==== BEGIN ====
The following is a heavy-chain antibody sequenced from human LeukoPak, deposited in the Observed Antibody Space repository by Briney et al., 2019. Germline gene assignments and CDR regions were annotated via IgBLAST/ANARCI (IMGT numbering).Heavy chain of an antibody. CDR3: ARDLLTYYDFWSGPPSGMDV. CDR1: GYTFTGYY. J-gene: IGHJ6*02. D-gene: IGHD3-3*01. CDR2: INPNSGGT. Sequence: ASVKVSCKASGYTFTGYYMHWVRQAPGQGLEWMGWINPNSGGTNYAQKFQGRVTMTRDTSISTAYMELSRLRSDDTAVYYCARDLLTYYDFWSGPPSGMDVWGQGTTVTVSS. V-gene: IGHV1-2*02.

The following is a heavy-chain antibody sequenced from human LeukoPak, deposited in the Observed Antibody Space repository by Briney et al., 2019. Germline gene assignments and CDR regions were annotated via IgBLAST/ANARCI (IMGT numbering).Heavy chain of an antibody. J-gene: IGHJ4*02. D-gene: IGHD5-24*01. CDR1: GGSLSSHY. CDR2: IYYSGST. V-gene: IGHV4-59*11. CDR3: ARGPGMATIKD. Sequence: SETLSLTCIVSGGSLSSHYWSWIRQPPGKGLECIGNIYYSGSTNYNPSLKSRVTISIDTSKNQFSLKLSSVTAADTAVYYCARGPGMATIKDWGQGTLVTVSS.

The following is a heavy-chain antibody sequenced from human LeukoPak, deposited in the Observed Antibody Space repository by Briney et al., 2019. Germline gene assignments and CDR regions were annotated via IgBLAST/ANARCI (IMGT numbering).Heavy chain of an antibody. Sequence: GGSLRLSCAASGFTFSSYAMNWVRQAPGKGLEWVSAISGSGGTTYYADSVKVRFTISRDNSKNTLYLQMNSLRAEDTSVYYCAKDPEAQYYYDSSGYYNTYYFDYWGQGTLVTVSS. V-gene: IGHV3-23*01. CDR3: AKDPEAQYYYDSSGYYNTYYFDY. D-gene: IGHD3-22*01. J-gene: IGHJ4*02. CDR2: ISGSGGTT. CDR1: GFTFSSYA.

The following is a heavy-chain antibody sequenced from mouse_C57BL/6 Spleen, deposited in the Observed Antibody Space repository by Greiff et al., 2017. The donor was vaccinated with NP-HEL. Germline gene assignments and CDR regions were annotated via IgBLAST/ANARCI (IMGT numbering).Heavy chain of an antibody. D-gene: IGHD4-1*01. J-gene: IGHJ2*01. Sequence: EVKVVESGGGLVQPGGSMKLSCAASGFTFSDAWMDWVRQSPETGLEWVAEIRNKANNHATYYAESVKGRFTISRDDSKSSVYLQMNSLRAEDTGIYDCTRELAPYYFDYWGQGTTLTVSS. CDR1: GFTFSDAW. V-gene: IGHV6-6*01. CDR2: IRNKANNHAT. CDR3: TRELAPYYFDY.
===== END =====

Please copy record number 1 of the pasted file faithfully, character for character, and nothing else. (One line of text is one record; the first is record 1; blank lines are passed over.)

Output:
The following is a heavy-chain antibody sequenced from human LeukoPak, deposited in the Observed Antibody Space repository by Briney et al., 2019. Germline gene assignments and CDR regions were annotated via IgBLAST/ANARCI (IMGT numbering).Heavy chain of an antibody. CDR3: ARDLLTYYDFWSGPPSGMDV. CDR1: GYTFTGYY. J-gene: IGHJ6*02. D-gene: IGHD3-3*01. CDR2: INPNSGGT. Sequence: ASVKVSCKASGYTFTGYYMHWVRQAPGQGLEWMGWINPNSGGTNYAQKFQGRVTMTRDTSISTAYMELSRLRSDDTAVYYCARDLLTYYDFWSGPPSGMDVWGQGTTVTVSS. V-gene: IGHV1-2*02.